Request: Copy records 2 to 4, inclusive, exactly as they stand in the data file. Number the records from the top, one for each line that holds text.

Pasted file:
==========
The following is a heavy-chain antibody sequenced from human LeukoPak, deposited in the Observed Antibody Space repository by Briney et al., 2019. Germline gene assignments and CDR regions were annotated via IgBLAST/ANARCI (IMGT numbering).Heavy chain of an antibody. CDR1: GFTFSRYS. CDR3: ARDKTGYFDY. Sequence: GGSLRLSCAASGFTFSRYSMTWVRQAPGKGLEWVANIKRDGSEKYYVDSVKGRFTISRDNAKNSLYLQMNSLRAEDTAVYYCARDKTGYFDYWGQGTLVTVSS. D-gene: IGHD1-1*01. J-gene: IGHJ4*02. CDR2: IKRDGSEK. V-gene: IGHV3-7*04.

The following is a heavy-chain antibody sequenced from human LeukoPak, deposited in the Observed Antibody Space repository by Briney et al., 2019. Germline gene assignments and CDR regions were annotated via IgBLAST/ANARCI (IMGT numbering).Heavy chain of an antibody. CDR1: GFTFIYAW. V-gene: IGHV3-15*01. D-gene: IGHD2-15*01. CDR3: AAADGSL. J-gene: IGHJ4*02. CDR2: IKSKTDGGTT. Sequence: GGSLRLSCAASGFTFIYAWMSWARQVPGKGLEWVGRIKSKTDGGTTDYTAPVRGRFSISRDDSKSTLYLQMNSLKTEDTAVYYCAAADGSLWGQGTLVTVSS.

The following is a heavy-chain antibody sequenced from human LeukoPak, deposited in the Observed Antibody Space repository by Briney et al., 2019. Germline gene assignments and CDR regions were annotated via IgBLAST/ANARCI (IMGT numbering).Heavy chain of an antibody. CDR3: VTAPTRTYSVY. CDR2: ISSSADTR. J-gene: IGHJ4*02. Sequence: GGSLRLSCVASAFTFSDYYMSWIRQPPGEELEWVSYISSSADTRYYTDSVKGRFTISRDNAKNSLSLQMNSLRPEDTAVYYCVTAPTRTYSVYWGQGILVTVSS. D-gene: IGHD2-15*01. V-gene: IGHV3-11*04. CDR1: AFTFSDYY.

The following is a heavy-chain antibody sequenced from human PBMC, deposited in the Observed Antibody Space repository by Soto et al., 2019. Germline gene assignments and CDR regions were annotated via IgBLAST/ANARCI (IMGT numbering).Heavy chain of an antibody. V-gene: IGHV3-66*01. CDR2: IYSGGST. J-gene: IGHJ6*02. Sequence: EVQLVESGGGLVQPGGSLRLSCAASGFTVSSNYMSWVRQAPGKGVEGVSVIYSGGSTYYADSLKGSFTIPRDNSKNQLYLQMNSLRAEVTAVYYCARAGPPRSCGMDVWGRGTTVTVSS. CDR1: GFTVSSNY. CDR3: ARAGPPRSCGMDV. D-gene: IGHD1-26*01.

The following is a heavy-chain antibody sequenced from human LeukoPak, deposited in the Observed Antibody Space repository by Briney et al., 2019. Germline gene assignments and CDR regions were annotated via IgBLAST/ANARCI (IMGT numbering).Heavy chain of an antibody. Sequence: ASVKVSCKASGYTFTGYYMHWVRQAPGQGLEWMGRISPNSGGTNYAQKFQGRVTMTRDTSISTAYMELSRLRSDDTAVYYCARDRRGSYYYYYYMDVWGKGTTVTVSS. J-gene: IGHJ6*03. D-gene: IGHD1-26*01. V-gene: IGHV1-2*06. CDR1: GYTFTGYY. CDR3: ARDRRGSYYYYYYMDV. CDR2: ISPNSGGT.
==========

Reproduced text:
The following is a heavy-chain antibody sequenced from human LeukoPak, deposited in the Observed Antibody Space repository by Briney et al., 2019. Germline gene assignments and CDR regions were annotated via IgBLAST/ANARCI (IMGT numbering).Heavy chain of an antibody. CDR1: GFTFIYAW. V-gene: IGHV3-15*01. D-gene: IGHD2-15*01. CDR3: AAADGSL. J-gene: IGHJ4*02. CDR2: IKSKTDGGTT. Sequence: GGSLRLSCAASGFTFIYAWMSWARQVPGKGLEWVGRIKSKTDGGTTDYTAPVRGRFSISRDDSKSTLYLQMNSLKTEDTAVYYCAAADGSLWGQGTLVTVSS.

The following is a heavy-chain antibody sequenced from human LeukoPak, deposited in the Observed Antibody Space repository by Briney et al., 2019. Germline gene assignments and CDR regions were annotated via IgBLAST/ANARCI (IMGT numbering).Heavy chain of an antibody. CDR3: VTAPTRTYSVY. CDR2: ISSSADTR. J-gene: IGHJ4*02. Sequence: GGSLRLSCVASAFTFSDYYMSWIRQPPGEELEWVSYISSSADTRYYTDSVKGRFTISRDNAKNSLSLQMNSLRPEDTAVYYCVTAPTRTYSVYWGQGILVTVSS. D-gene: IGHD2-15*01. V-gene: IGHV3-11*04. CDR1: AFTFSDYY.

The following is a heavy-chain antibody sequenced from human PBMC, deposited in the Observed Antibody Space repository by Soto et al., 2019. Germline gene assignments and CDR regions were annotated via IgBLAST/ANARCI (IMGT numbering).Heavy chain of an antibody. V-gene: IGHV3-66*01. CDR2: IYSGGST. J-gene: IGHJ6*02. Sequence: EVQLVESGGGLVQPGGSLRLSCAASGFTVSSNYMSWVRQAPGKGVEGVSVIYSGGSTYYADSLKGSFTIPRDNSKNQLYLQMNSLRAEVTAVYYCARAGPPRSCGMDVWGRGTTVTVSS. CDR1: GFTVSSNY. CDR3: ARAGPPRSCGMDV. D-gene: IGHD1-26*01.